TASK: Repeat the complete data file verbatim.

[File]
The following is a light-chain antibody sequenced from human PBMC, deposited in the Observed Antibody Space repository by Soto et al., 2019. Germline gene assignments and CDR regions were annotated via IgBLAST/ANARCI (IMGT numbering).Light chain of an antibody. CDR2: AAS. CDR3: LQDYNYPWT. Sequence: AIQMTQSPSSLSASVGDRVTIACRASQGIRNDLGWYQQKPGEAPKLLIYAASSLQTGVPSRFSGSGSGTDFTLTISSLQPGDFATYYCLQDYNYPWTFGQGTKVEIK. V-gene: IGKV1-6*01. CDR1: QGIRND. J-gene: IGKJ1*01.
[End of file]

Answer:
The following is a light-chain antibody sequenced from human PBMC, deposited in the Observed Antibody Space repository by Soto et al., 2019. Germline gene assignments and CDR regions were annotated via IgBLAST/ANARCI (IMGT numbering).Light chain of an antibody. CDR2: AAS. CDR3: LQDYNYPWT. Sequence: AIQMTQSPSSLSASVGDRVTIACRASQGIRNDLGWYQQKPGEAPKLLIYAASSLQTGVPSRFSGSGSGTDFTLTISSLQPGDFATYYCLQDYNYPWTFGQGTKVEIK. V-gene: IGKV1-6*01. CDR1: QGIRND. J-gene: IGKJ1*01.